Faith the Third


Here are Part One and Part Two of this tale.

So, Jesus and everything: I believed it, but couldn’t believe I believed it. I knew how I looked at people like me and I couldn’t stop judging myself, while also trying to explain myself to myself. I’m not that kind of Christian, I’d say to the imaginary people looking at me like I was an idiot. I’m so enlightened. No, I don’t believe all that stuff those other guys do. Shoooooot.

So I had a kid. Kids force you to examine your beliefs. On unbeliefs. Even the agnostics and atheists have to figure out what they’re going to say to their kids, and I don’t think anyone gets off easy. So you have to leave the part of you that lets the Big Questions slide with a meh and figure out what you’re going to say. Oh, my. You think religious concepts can be hard to grasp? Try explaining them to a two-year-old. Let me tell you, my whole faith structure would come crashing down every time Audrey asked me something like, “Jesus come play blocks with me?” Shiiiit. I mean, well, that’s actually adorable and I’m glad she cares. But how do you explain this? I felt like a fraud.

(Sometimes when Christianity seems absurd, I think about the last documentary I watched where some physicist tries to explain current ideas about the world, and then nothing about God seems weird. In fact, it seems to fit.)

I was getting restless in my church. I got so much out of it, brain-wise, but I was missing some feels. I was surprised to find I most looked forward to Ash Wednesday every year, of all things, because the service had ritual and liturgy and…I don’t know, gravitas? Sunday services, while beautiful, had started to feel like attending a good concert and self-help lecture. It was great, but it didn’t feel like worship.

Well, we Protestants, when we don’t fit perfectly in a faith community, we often pick another one. We have roughly 40,000 denominations to pick from, so we can pretty easily find a church with the beliefs that don’t challenge us, or with the prettiest music, or with the best doughnuts. We can be comfortable.

I started having an emotional hankering for Catholicism. Ritual. Physical worship. Our bodies and souls are connected, but we sometimes forget that. So I’m an actor, and a director once told me I pretty much suck for the majority of the rehearsal period, but he stopped worrying about it because I come through by the time we perform. That’s me spiritually in a nutshell. It’s hard for me to get somewhere mentally all under my own steam. Put me in a costume, on a set, and it clicks.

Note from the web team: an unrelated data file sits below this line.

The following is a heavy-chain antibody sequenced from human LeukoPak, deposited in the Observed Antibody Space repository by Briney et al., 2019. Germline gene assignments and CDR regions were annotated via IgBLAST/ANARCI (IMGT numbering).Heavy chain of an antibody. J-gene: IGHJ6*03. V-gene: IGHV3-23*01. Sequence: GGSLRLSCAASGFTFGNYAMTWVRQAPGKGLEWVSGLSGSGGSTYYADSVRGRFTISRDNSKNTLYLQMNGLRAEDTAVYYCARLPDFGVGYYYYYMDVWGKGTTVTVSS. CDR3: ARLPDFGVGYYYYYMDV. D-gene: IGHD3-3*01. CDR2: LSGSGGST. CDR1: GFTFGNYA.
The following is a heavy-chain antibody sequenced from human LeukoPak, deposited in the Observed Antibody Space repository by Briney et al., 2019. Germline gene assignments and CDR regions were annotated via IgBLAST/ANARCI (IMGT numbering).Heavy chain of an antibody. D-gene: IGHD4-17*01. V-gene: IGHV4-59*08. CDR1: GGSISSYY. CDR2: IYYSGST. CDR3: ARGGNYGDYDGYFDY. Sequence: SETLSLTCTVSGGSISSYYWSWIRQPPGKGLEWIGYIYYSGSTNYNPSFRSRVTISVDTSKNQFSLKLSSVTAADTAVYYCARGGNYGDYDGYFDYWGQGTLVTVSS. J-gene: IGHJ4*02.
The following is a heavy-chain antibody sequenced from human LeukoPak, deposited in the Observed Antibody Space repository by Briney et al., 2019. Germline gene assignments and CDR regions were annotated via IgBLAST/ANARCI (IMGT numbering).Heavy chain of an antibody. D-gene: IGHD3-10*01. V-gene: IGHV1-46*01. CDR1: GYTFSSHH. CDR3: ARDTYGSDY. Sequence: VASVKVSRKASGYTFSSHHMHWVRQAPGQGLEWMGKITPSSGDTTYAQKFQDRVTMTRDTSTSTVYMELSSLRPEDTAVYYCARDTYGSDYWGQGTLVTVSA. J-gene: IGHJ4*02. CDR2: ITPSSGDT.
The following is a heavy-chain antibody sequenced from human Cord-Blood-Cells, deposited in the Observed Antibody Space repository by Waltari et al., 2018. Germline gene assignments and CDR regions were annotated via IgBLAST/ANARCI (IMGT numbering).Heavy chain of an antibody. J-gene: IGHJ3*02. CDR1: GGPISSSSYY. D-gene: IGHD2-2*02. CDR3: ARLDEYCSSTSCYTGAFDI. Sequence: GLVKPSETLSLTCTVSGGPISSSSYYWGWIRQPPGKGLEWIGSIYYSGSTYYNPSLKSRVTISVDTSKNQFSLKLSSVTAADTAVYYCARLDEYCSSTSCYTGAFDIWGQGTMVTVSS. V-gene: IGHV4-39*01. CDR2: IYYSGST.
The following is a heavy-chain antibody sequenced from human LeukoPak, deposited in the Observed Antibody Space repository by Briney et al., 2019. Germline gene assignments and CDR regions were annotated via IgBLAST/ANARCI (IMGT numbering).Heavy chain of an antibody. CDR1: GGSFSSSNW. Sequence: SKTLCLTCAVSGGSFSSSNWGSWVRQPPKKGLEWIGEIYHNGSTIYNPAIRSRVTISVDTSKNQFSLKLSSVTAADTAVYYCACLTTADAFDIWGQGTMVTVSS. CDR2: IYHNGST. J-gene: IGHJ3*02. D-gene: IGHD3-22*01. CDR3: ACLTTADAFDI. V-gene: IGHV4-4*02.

And then theologically: well, look, I couldn’t buy all of Catholic belief or anything, but I recognized the value in having some kind of standard. How do I grow when the message I hear is I’m fine just as I am? What do I aim for? Again, not that I could really get behind Catholic teaching, but you know, maybe I could come for the candles and sort of just tolerate the hard teachings. I mean, I’ve seen the polls. Don’t most Catholics do that anyway?

By the time I was contemplating this, I was pregnant with Zachary and we had started attending a different service at our church. I was still feeling wishy-washy about Catholicism but I started reading a little. I picked up Catholicism for Dummies. I’d actually read it a few years before, but this time something new struck me. There’s this teaching that basically says you can’t do a wrong thing for a right reason. The end does not justify the means. For example, you can’t take one life even to save a thousand. I started swishing this around in my brain. I hadn’t really considered this concept ever. It sat badly with me at first. Really? We can’t compromise ourselves a tiny bit to serve the greater good? Doesn’t a lot of good outweigh a little bad? And then I got it. This rule removes us from the position of making these decisions. Of being God. It sounds great to do a little wrong thing to make the world a better place. But it’s awfully easy to start rationalizing away more and more horrible actions in the name of the Greater Good. I think we can all call to mind awful examples of this in history. And I started thinking of the wrong things I was okay with because I thought of them as “necessary evils.” Suddenly my own phrase sounded really messed up. If I thought something was evil, did I really have sufficient criteria for calling it “necessary”?

This little section of Catholicism for Dummies started haunting me, re-configuring my brain. It was the beginning of what would become a pattern. I would come across a plain crazy Catholic doctrine, I would learn the actual teaching and worldview behind it, and it would make sense. Just beautiful, painful sense.

Next time: More things learned while making that second kid.

posted under Audrey, faith story, God

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